one baby, two baby, three baby…more?
When I found out I was pregnant with our first daughter, I was absolutely terrified. Having children will do that to you, you know.
Actually, looking back, all three times that I’ve discovered that I was pregnant, fear has been my first emotion. Fear of failure. Fear of not being able to provide. Fear of something that might happen years and years from now that might make the kids look back and say, “Man, I hate my mom.”
Are these practical fears? Absolutely not. Were they the fears I did (and still) have? You bet your butt. But now, I’ve realized (as I’ve covered a few times now) that all I can do is go with the flow. And if I forget this, C reminds me. Because there’s no point in stressing on something that I can’t directly control, right at this moment. (I’ve got a slight control complex, if you couldn’t tell.)
What made us decide to have 3 kids?
Growing up, I was one of three kids. It was always either me and my brother Ashton against our other brother, or the two boys against me. Normally the first one, but the latter wasn’t completely unheard of. Three kids is a lot. Not that there aren’t people with more kids, but I’m looking back at my pre-Bug self and laughing. I can hear myself now-
“Absolutely not. I’m not having any more kids! 2 kids is perfect- I have two hands. Two arms. C and I are two people, so he can handle one when we go out and about and I can handle the other. They don’t make shopping carts with more than 2 seats in the front!”
I could tell you every reason in the book as to why I swore I would only have two children. And once I ran through those reasons, I could probably come up with a few more, too. But, reality is different than what we tell ourselves sometimes, and this was one of those examples. We had one more child- something I swore I wouldn’t do. In fact, when C and I first had a conversation about children, we were on different pages. I wanted 2; 3 max, but I wanted the third through adoption. C was okay with having a few children, but wasn’t on board for adoption. After we had two girls back to back, we discussed several times trying one more time for a boy because “third times the charm.” (Yeah right.)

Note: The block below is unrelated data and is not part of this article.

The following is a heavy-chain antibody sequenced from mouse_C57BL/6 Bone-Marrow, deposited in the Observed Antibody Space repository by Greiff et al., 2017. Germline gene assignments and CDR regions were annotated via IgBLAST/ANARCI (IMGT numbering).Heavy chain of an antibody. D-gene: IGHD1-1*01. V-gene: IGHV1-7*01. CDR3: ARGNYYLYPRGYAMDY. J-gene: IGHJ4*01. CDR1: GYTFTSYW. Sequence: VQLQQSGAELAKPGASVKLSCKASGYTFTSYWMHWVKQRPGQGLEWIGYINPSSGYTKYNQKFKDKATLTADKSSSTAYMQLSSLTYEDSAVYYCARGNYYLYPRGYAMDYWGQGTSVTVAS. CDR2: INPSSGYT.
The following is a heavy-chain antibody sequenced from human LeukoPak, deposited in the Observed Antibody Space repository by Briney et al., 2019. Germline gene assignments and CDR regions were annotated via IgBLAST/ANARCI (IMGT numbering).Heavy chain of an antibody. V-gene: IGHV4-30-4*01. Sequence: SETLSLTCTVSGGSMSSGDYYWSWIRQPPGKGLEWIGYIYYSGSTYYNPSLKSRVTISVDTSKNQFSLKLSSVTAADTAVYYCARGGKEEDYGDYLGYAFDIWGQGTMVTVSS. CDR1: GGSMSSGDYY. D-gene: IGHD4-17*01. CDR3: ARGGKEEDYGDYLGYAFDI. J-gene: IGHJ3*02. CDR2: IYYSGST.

How could you not love being a mother?! not want to add to your family?!
Again, as I’ve stated before- I did this to myself, I know that. BUT- 3 kids is A. LOT. Now, there are moms out there with more, and I seriously applaud them. I was just telling someone this morning that I probably look like a circus in the morning when I load the kids into the car- running back and forth, chasing after Bear because she knows she’s not supposed to go in the street but flat out doesn’t care- (she wandered into our neighbors garage one time. That kid is going to give me a run for my money.) Loading in Bug, then wrestling Bear into her seat, and coaxing Monkey out of the drivers seat where she’s inevitably made herself at home, “ready to go.”
Outside of the obvious reasons on why three kids are tough- I’m outnumbered. C & I are outnumbered. Larger car to fit said children, huge bulky stroller, all that. But feeding, clothing, pampering these children- again, stock in Luvs diapers is where I really need to be spending my funds. Plus, not wanting to have more children doesn’t mean I don’t love the ones I have, or that I don’t seriously love being a mother.
my pregnancy stories
With Monkey, everything was fairly normal- until the very end. I was a small frame before pregnancy, so I didn’t really ‘show’ until about 6-7 months in- and then I blew up. I gained a total of 70 pounds, with a majority of it being water weight that I couldn’t seem to shake. Shortly there after, I started swelling- and if you wanna know how bad, just picture the Michelin man, and you’ve got the gist of what I looked like. I was induced at 39 weeks because I couldn’t even fit into those slip on sandals at that point- I was swollen, and there was no going back. The discomfort I would experience on a daily basis was otherworldly- and I worked all the way up to that point. Honestly, the day of my induction, I even went into work for a few hours because I was so paranoid that everything wasn’t in order for the person that was taking over for me while I was gone.